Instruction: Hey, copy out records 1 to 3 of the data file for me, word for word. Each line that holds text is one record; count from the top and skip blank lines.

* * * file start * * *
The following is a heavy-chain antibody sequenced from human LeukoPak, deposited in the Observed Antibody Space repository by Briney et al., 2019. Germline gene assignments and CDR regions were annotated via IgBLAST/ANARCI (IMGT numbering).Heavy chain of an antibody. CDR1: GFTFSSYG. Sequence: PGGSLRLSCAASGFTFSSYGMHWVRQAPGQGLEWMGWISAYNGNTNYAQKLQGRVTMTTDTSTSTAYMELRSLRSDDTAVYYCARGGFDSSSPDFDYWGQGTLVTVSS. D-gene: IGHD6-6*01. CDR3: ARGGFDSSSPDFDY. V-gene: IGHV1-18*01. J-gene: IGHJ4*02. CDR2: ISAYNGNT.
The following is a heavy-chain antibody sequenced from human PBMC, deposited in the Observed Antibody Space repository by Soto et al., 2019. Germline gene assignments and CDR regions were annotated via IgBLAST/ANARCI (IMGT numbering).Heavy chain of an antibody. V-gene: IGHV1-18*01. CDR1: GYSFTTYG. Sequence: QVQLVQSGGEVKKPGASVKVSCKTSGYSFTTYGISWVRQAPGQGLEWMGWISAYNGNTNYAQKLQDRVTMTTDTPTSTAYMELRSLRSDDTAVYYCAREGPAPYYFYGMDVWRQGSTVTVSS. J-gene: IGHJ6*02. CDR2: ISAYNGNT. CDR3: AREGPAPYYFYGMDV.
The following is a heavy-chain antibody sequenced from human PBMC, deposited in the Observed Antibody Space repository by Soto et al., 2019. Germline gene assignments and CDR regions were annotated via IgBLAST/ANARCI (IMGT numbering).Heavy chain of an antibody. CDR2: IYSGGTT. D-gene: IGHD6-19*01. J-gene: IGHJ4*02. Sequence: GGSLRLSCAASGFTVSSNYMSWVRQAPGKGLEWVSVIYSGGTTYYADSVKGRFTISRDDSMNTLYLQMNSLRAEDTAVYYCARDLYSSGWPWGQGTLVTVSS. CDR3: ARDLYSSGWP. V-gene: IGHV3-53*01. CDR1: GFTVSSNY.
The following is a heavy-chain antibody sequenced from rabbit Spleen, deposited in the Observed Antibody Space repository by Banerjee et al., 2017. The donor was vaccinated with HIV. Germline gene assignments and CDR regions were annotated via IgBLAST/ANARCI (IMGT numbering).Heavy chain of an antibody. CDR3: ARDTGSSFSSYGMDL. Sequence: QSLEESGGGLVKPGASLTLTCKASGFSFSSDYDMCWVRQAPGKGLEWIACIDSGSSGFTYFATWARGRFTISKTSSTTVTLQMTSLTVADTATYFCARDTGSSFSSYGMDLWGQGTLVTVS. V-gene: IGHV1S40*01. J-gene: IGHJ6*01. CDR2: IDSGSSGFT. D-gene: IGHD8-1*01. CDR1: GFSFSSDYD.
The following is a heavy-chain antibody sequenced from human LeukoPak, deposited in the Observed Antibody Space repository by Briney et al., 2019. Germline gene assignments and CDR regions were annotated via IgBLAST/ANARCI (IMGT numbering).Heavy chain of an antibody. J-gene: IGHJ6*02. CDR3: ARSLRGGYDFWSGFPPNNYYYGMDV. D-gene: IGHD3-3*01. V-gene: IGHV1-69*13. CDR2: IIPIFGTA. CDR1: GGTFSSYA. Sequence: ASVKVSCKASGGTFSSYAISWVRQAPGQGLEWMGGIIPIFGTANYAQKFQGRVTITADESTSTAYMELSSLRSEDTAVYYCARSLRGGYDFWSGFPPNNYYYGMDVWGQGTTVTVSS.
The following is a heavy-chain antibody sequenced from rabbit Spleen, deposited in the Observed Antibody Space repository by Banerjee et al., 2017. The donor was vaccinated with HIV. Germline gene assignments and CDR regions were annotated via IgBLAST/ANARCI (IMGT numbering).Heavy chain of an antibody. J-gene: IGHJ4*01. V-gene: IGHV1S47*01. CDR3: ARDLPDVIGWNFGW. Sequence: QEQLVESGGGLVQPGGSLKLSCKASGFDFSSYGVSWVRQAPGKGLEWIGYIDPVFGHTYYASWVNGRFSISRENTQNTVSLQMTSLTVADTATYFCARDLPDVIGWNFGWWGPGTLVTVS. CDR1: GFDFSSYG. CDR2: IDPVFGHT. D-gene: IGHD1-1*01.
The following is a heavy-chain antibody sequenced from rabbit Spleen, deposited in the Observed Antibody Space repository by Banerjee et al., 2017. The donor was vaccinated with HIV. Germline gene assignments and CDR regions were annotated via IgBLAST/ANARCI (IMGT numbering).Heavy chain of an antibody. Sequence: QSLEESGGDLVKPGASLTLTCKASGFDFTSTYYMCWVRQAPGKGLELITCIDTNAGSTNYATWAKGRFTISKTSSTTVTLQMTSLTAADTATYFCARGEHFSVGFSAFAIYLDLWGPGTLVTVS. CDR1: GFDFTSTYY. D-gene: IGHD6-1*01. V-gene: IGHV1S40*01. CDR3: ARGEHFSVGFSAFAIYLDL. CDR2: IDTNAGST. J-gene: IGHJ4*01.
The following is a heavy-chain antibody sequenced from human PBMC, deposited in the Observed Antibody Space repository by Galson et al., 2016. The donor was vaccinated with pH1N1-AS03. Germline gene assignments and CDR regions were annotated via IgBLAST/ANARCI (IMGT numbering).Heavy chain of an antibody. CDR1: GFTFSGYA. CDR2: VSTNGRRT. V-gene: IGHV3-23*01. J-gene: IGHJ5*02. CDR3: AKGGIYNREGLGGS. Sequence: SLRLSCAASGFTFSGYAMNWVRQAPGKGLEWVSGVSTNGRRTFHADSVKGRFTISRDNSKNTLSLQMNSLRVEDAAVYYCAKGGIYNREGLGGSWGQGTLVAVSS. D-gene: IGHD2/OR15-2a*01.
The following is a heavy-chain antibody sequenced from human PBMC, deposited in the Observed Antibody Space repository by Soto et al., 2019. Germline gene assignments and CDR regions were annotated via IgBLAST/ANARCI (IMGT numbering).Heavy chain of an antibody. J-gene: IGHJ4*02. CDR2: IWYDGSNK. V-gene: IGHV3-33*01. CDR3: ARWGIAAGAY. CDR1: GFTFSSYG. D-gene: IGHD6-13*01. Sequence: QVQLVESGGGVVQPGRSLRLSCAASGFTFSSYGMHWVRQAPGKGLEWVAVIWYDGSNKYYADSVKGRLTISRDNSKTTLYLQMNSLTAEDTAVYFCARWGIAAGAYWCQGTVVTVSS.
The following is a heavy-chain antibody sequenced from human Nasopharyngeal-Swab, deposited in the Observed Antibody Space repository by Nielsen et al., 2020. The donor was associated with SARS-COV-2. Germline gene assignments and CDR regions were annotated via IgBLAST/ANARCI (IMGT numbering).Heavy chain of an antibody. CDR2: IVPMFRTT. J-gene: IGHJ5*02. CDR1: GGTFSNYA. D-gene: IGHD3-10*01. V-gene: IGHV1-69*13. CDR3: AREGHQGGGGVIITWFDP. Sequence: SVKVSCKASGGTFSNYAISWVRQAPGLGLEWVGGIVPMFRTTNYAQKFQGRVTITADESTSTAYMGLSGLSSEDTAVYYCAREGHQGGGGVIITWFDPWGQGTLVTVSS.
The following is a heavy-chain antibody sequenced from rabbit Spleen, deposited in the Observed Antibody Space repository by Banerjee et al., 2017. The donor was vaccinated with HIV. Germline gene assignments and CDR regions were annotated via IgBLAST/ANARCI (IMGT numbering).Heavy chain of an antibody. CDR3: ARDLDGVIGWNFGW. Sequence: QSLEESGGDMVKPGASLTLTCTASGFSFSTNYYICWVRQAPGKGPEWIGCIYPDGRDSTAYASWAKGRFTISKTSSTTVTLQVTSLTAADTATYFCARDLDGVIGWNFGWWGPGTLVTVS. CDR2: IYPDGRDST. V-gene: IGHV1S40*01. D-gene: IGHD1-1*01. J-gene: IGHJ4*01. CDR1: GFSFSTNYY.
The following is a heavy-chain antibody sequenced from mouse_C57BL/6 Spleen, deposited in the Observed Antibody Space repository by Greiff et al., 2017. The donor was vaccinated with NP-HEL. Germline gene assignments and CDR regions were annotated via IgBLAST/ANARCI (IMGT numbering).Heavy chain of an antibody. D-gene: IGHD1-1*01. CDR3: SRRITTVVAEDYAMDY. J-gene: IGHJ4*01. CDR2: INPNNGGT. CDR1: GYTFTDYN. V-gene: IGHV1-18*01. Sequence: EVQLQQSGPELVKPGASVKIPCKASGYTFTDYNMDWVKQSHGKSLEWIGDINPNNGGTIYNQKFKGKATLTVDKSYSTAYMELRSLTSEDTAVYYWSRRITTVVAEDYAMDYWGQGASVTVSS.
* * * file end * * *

The following is a heavy-chain antibody sequenced from human LeukoPak, deposited in the Observed Antibody Space repository by Briney et al., 2019. Germline gene assignments and CDR regions were annotated via IgBLAST/ANARCI (IMGT numbering).Heavy chain of an antibody. CDR1: GFTFSSYG. Sequence: PGGSLRLSCAASGFTFSSYGMHWVRQAPGQGLEWMGWISAYNGNTNYAQKLQGRVTMTTDTSTSTAYMELRSLRSDDTAVYYCARGGFDSSSPDFDYWGQGTLVTVSS. D-gene: IGHD6-6*01. CDR3: ARGGFDSSSPDFDY. V-gene: IGHV1-18*01. J-gene: IGHJ4*02. CDR2: ISAYNGNT.
The following is a heavy-chain antibody sequenced from human PBMC, deposited in the Observed Antibody Space repository by Soto et al., 2019. Germline gene assignments and CDR regions were annotated via IgBLAST/ANARCI (IMGT numbering).Heavy chain of an antibody. V-gene: IGHV1-18*01. CDR1: GYSFTTYG. Sequence: QVQLVQSGGEVKKPGASVKVSCKTSGYSFTTYGISWVRQAPGQGLEWMGWISAYNGNTNYAQKLQDRVTMTTDTPTSTAYMELRSLRSDDTAVYYCAREGPAPYYFYGMDVWRQGSTVTVSS. J-gene: IGHJ6*02. CDR2: ISAYNGNT. CDR3: AREGPAPYYFYGMDV.
The following is a heavy-chain antibody sequenced from human PBMC, deposited in the Observed Antibody Space repository by Soto et al., 2019. Germline gene assignments and CDR regions were annotated via IgBLAST/ANARCI (IMGT numbering).Heavy chain of an antibody. CDR2: IYSGGTT. D-gene: IGHD6-19*01. J-gene: IGHJ4*02. Sequence: GGSLRLSCAASGFTVSSNYMSWVRQAPGKGLEWVSVIYSGGTTYYADSVKGRFTISRDDSMNTLYLQMNSLRAEDTAVYYCARDLYSSGWPWGQGTLVTVSS. CDR3: ARDLYSSGWP. V-gene: IGHV3-53*01. CDR1: GFTVSSNY.